Colorado Wind Power and Regulatory Logic

Michael Giberson

I’m having trouble following the logic of the utility regulatory staff in Colorado on the issue of wind power, at least as described in the Denver Post article. Xcel Energy has a popular program through which they sell windpower at a premium to some of their customers — “more than 34,000 Colorado participants and a waiting list of about 1,000” paying a premium that averages about $6/month. Over the next year, Xcel will open several new wind farms and expanding its total wind power capability from 60 MW to 1000 MW.

So what does the staff at the Colorado Public Utilities Commission want to do? Abolish the wind power program and roll the costs of wind power into everyone’s bill.

Let’s see: a popular wind power program leads to company expanding supply … therefore regulators want to abolish the program and mandate purchase of wind power. What logic connects the dots here?


3 thoughts on “Colorado Wind Power and Regulatory Logic

  1. Easy, the PUC can’t stand to have anything succeed outside of the PUC.

    Or, more charitably, they’re just completely clueless about economics and incentives, and want to “help” with a “good thing”, with the inevitable effect of destroying it.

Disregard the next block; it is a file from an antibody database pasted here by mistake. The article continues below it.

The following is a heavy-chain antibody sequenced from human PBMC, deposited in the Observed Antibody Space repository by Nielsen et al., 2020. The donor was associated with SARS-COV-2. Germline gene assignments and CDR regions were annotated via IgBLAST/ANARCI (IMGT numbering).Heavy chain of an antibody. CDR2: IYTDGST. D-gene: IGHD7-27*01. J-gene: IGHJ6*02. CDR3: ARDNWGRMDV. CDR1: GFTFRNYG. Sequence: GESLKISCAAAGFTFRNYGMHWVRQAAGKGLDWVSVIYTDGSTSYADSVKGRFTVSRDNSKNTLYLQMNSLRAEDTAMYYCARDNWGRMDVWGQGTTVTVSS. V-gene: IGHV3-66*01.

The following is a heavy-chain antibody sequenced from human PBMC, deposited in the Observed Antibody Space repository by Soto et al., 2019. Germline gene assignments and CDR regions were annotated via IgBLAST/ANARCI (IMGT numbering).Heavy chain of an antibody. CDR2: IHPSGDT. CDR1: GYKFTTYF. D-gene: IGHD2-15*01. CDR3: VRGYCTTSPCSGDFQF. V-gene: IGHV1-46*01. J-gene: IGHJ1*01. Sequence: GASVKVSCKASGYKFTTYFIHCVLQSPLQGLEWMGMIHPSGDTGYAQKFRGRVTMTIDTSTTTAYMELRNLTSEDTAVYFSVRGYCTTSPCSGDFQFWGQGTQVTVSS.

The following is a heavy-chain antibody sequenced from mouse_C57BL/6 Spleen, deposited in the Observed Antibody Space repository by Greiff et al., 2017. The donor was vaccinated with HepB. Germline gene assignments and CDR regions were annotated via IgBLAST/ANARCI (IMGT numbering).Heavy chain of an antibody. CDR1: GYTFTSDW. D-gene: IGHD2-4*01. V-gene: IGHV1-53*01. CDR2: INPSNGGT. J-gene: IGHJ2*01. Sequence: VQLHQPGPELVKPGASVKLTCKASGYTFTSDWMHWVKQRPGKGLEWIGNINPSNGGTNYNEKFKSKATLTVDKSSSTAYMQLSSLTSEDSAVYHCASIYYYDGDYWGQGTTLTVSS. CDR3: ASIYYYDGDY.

2. The existing 60 mW is dedicated to specific customers. According to the DP article, the additional ~1000 mW will be ratebased and the incremental kWh cost rolled-in. The article does not explain the reason for the different treatment. My guess, the PUC does not believe the demand exists for the new capacity at an incremental cost. They are probably also concerned that only certain customers would be protected if natural gas prices rise again, especially since the customers protected would also be those who are willing/able to pay for green power, access to “Lexus lanes”, etc.; ie, the “hated” “rich”.

    Interestingly, I read here recently that wind power was competitive with conventional utility power. Apparently that is not the case in CO.

  3. The existing 60 mW is dedicated to specific customers. According to the DP article, the additional ~1000 mW will be ratebased and the incremental kWh cost rolled-in. The article does not explain the reason for the different treatment. My guess, the PUC does not believe the demand exists for the new capacity at an incremental cost. They are probably also concerned that only certain customers would be protected if natural gas prices rise again, especially since the customers protected would also be those who are willing/able to pay for green power, access to “Lexus lanes”, etc.; ie, the “hated” “rich”.

    Interestingly, I read here recently that wind power was competitive with conventional utility power. Apparently that is not the case in CO.

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